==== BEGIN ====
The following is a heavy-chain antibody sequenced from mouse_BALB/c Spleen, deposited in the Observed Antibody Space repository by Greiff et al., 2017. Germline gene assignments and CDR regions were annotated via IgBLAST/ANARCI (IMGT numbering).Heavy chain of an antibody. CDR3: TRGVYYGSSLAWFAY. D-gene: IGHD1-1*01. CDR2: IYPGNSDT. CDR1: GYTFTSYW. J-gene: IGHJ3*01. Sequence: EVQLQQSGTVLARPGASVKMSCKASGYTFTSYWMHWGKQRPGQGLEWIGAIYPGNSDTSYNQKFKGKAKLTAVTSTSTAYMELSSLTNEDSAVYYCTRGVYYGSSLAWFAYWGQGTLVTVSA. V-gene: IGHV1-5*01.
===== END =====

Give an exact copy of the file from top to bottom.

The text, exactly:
The following is a heavy-chain antibody sequenced from mouse_BALB/c Spleen, deposited in the Observed Antibody Space repository by Greiff et al., 2017. Germline gene assignments and CDR regions were annotated via IgBLAST/ANARCI (IMGT numbering).Heavy chain of an antibody. CDR3: TRGVYYGSSLAWFAY. D-gene: IGHD1-1*01. CDR2: IYPGNSDT. CDR1: GYTFTSYW. J-gene: IGHJ3*01. Sequence: EVQLQQSGTVLARPGASVKMSCKASGYTFTSYWMHWGKQRPGQGLEWIGAIYPGNSDTSYNQKFKGKAKLTAVTSTSTAYMELSSLTNEDSAVYYCTRGVYYGSSLAWFAYWGQGTLVTVSA. V-gene: IGHV1-5*01.